In Baghdad, Mixed Feelings Over Iraqi Takeover of Green Zone
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At the gates of the Green Zone every day, Marwa Yasin is greeted by a volley of suggestive remarks from the Iraqi guards who this month took over from their American counterparts on checkpoint duty.
"Why is the moon so cross?" the men say, calling Yasin by the colloquial term for an aloof, beautiful woman. "What are you doing after work today? Why didn't you call me yesterday?"
The 19-year-old student is one of a growing group of women who says they run a gauntlet of insults and innuendo when they go to the Green Zone, a fortified complex of government offices, palm orchards and palaces built by Saddam Hussein. For the past six years, it has symbolized the United States presence in Iraq.
Iman al-Khalidi, a 23-year-old journalist, says she returned from a trip to the Green Zone to find a note containing a phone number inside her bag, supposedly left by a "lover who could who could not sleep" since he saw her at a checkpoint.
Khalidi believes the paper had been placed inside her bag during a search.
The responsibility for securing this vast area of central Baghdad passed from American to Iraqi forces on January 1, 2009.
Iraqi officials insist they will investigate all allegations of harassment against the guards now in charge of security.
Marwa Yasin, who attends an exclusive school inside the zone, says women had less to fear when the Iraqi security forces had American overseers.
"The American soldiers would punish any Iraqis who verbally harassed us and take away their badges," she said. "Now we miss their protection."
Most Iraqis and foreigners were barred from the Green Zone unless they lived or worked there. The U.S. military controlled access, protecting government officials and diplomats from the insurgency raging beyond its walls.
Amid a recent improvement in security, Iraqi prime minister Nuri al-Maliki was able to hail the handover of the Green Zone as a sign that his country was regaining its sovereignty.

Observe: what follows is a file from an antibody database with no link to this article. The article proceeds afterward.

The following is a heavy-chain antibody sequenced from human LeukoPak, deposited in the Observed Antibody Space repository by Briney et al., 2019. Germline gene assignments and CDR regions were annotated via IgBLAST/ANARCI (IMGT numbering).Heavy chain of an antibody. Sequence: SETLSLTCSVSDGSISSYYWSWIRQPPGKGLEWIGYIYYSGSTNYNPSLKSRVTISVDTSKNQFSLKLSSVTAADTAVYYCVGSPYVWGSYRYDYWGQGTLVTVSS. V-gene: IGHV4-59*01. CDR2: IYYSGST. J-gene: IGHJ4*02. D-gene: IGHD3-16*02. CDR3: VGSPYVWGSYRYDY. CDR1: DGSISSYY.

Weeks earlier, his government had finalized a deal on the eventual withdrawal of US forces from Iraq.
The government says it will eventually open up the Green Zone to the public, though it has not set a date for this.
Mahdi Kathem, the 33-year-old owner of a food store in Baghdad's Harethya neighbourhood, said, "Entering the Green Zone has been like a dream for us."
He says the transfer of the zone to Iraqi control is a big step in the "restoration of our sovereignty".
Like Kathem, most Baghdadis are pleased at the promise of regaining access to a once-forbidden part of their city.
However, many who have been working inside the Green Zone are pessimistic about its prospects under Iraqi control.
They fear the gradual withdrawal of American forces will worsen security and take a chunk out of their earnings.
Adil Mahmoud, a 20-year-old taxi driver, says the takeover of the zone by Iraqi security forces has been bad for business.
"My profits have fallen because of traffic jams inside the zone," he said. "The Iraqi forces are closing off streets and setting up checkpoints, creating congestion just like they've done in the rest of Baghdad."
Ali Jasim, a 22-year-old working in the zone's Iraqi-owned Freedom restaurant, says the new security arrangements have prompted foreign companies to relocate to Baghdad airport, which remains largely under the control of foreign guards.
"The number of customers who used to come to the restaurant has fallen by half because of the danger," Jasim said.